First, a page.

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My first Teddy

… creating somethig for the first time will suck.

I made my first art teddy! Hooray!

I was so excited when I bought an art teddy bear pattern from Tamara Chernova @lorlila_teddy. I printed the tutorial and the template, transferred the body parts into the fabric, cut them out and started to sew. Then, I stopped. My stitches were terrible and I began to worry that this teddy would not be perfect, so "what was the point?" I asked myself.

It was arrogant to think I could create anything perfectly the first time and it led to turning a fantastic adventure of making into an unpleasant chore I have to do. So I put everything away for six months.

I finally picked up the project after so long. This time I finished the teddy in only four evenings. This time I was not expecting great results and was concentrating more on the process and practice. I learned a lot about the art of sewing teddies, artistic ego, fear of failing, patience, freedom to experiment, acceptance that things will suck for the first time, and how to approach a new project with less anxiety.

It sounds like I should already know this, but growth is a spiral rather than a straight line. We learn the same stuff repeatedly, but each time with a little more wisdom and knowledge about our craft and ourselves.

I started my artistic journey pretty late in life, so I guess I am trying to make up for the "lost" time. Of course, I wish to create everything beautiful straight away and fast, but it doesn't work like that. 

Here are a few lessons I learned

  • Take your time and observe your emotions.
    Don't overwhelm yourself. It doesn't have to be done yesterday. If you feel anxious, just take a step back, do whatever you do to relax and think. Ask yourself 'why do you feel uneasy'? Approach a new skill step by step. Do you remember a similar project you made in the past? You probably created something before that was new to you back then. You started and finished it then so that you can do it again now! 

    in fact, if you are afraid of trying this new thing, it probably means that you should do it. It means you care about this project or this experience. You know deep down that this adventure will teach you what you want and need to learn.

  • It's OK to quit.
    You don't have to finish all projects. Sometimes in the middle of a piece of work, you may lose interest or purpose in making it. That's OK. You are not a failure or a quitter by doing this. Don't listen to people or your ego. You are brave and honest with yourself for noticing this is going nowhere, and you will be happier to focus your energy on a different project. But before you quit, ask yourself why you are quitting. Sometimes there is more than just boredom. Sometimes you are afraid to fail. Be honest with yourself and if you are scared, then continue reading this post.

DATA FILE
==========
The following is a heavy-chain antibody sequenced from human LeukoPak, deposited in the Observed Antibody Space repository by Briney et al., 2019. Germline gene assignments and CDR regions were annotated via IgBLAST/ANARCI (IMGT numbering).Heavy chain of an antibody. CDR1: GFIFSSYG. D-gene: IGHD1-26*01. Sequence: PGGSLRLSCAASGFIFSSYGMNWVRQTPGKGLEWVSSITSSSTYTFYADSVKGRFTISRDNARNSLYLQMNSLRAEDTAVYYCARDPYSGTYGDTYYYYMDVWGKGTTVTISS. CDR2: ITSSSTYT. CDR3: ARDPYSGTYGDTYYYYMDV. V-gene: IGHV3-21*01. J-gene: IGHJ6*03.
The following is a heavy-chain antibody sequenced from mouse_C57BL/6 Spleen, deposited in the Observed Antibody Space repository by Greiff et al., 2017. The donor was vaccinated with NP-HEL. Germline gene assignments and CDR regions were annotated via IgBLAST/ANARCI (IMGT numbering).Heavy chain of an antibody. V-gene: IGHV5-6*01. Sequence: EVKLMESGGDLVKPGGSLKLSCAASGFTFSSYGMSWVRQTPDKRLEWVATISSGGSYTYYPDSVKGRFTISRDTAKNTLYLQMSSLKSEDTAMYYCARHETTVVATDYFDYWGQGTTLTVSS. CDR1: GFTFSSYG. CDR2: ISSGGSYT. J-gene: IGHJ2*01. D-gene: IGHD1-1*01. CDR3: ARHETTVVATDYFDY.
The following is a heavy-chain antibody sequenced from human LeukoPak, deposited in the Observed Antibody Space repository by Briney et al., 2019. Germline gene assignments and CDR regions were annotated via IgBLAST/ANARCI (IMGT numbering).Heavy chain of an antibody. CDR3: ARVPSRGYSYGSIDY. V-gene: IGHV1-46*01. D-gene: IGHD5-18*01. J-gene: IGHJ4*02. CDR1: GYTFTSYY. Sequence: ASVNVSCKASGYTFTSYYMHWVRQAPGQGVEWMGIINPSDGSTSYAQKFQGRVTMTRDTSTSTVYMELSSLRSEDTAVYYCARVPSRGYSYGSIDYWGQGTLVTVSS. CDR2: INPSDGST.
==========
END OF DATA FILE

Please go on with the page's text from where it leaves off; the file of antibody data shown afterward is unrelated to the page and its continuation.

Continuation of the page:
I stopped making my teddy and picked it up after six months. Yes, it took me six months to find the courage to create him. But this was one of those projects I couldn't quit. This was a project I had to pursue and finish.   

  • Your first project will not be perfect!
    You will take a massive weight off your shoulders when you start creating something new without any expectations. Accept it will not be perfect, and you are free. When you are free and relaxed you will be less frustrated if it doesn't go right, because you are already prepared for it. Think of it as a time to experiment and play, explore and learn. So, take notes and write down everything you realized you need to practice more, write down all your mistakes. For example, one of my biggest mistakes was that I put soft instead of heavy stuffing in my teddy's legs, and he was out of balance. The weight of his belly had been pulling him down, and he couldn't sit straight.

  • Talk to your ego.
    Talk to your ego and make them shut up! This is not the time to be the best. Remind your ego or "your false self"; (this is what spiritual teacher Eckhart Tolle calls the ego) - that this is time to learn and make as many mistakes as you like. The more mistakes you make, the more you will learn.

  • Do something easy first and build confidence.
    If it turns out that this is too hard for you to create now, then try something similar, but for beginners. After finishing a less complex project, you will have more confidence to start a more difficult one.

  • Make notes.
    Document your experience so you can remember and learn from it. Try to answer these questions:

    1. What was easy to make within the project and what was challenging?
    2. Which steps did you enjoy and which did you want to finish as quickly as possible?
    3. How did your project turn out by following pattern or lesson instructions? 
    4. Would you write some parts of the tutorial differently? Was the tutorial/lesson easy to follow or not? 
    5. What skills and techniques do you need to learn or improve to do a better job next time?

I hope my experience will help you as well!

Have a great & creative day!

"Only those who dare to fail greatly can ever achieve greatly."

Robert F. Kennedy
My  first Teddy
My  first Teddy
My  first Teddy

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